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Top Takeaways from AARP’s “Living 100” Gathering

Stria Staff April 12, 2018
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AARP and Forbes gathered boldface names in Washington D.C. for a day of presentations on the impact of longer life expectancy. Here’s what caught our attention at today’s Disrupt Aging: Implications of Living 100 event.

The Big Picture: Jo Ann Jenkins, Chief Executive Officer, AARP

“As a society, we need to prepare for a time when it’s commonplace for us to live to 100…. We need to change the conversation in this country of what it means to grow older”

On Longevity Trends: Jonathan Stevens, Senior Vice President, Thought Leadership & International, AARP

“The average ten year old can expect to live to 100 in the best performing countries…. But gains in longevity have not be shared equally around the world.”

On Paying for a Long Life: Suze Orman, Personal Finance Expert

“I get that we’re all here to talk about living to 100, but I’m here to talk about living NOW. Because if you don’t deal with what you’re doing now, you’re wasting the most important commodity in growing wealth. That is time.”

To women, specifically:

“The time to learn about money is not when you have suffered the loss of the love of your life. It’s right here and right now. I decided to come back [from retirement] so I can talk to all of you.”

On the Process of Lifelong Learning: Dave Evans, Co-Founder, Stanford Life Design Lab

“Get curious. Talk to People. Try Stuff. Tell that story.”

On Connection and  Isolation: Cheryl Strayed, Author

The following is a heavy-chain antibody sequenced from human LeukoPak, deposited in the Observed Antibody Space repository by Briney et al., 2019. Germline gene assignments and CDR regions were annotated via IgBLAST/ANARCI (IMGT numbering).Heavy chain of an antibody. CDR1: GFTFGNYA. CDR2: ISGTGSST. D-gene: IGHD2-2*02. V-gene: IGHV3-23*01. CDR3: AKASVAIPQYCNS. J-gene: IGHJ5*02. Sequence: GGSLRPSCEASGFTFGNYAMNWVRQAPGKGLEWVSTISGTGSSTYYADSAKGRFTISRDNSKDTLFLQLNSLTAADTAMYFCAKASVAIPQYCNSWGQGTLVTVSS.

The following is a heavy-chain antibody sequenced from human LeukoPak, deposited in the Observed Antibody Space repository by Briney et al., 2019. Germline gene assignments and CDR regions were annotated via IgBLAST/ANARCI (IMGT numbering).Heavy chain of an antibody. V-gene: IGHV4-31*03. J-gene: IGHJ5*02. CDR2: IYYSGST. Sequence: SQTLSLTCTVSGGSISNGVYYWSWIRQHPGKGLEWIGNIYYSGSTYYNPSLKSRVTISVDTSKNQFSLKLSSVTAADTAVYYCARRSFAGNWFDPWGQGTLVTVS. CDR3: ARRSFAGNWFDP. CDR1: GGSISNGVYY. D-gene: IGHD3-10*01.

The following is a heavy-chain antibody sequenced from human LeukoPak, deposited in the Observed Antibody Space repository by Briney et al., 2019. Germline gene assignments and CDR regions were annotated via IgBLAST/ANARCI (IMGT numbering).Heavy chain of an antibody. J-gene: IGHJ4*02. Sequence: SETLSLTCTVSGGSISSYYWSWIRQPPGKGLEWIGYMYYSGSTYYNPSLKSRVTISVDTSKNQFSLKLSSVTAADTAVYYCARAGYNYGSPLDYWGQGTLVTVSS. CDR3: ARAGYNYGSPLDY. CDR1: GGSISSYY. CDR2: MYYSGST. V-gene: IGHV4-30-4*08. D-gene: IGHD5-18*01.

“Behind every place of struggle or suffering or sorrow is a person saying ‘I’m alone.’… The most powerful thing I ever say [in her advice column] is ‘You’re wrong. You’re not alone.'”

On Wellness: Vivek H. Murthy, MD, 19th Surgeon General of the United States

“We can’t predict how much stress and adversity we’ll face throughout life but we can build up the tools we have to deal with them. And social connections are among the most important.”

On Keeping Moving: Jeff Halevy, Chief Executive Officer, Halevy Life

“What do we accept being ‘normal’ as we grow older? What I’d suggest to you is that disrupting aging means moving and exercise…. What gets bigger when you exercise? Your brain mass and you hypocanthus.”

On Aging and Productivity: Rich Karlgaard, Author and Editor-at-Large, Forbes Media

“I think it is time for a late bloomer revolution. We’re all going to live longer, and we need a way of blooming throughout our lives.”

And, finally, some inspiration from Ann Curry, Journalist:

“I asked my dad what I should do when I grew up and this is what he said: ‘Whatever you do, do something that is of some service to other people. Because then and only then will you know, on your last day, as you breathe your last breath, that it mattered that you were born.'”

Bonus from the event: Required Reading from Ann Curry.

“The Once and Future King” by TH White

“Sapiens: A Brief History of Humankind” by Yuval Noah Harari

The Journey of Man: A Genetic Odyssey by Spencer Wells

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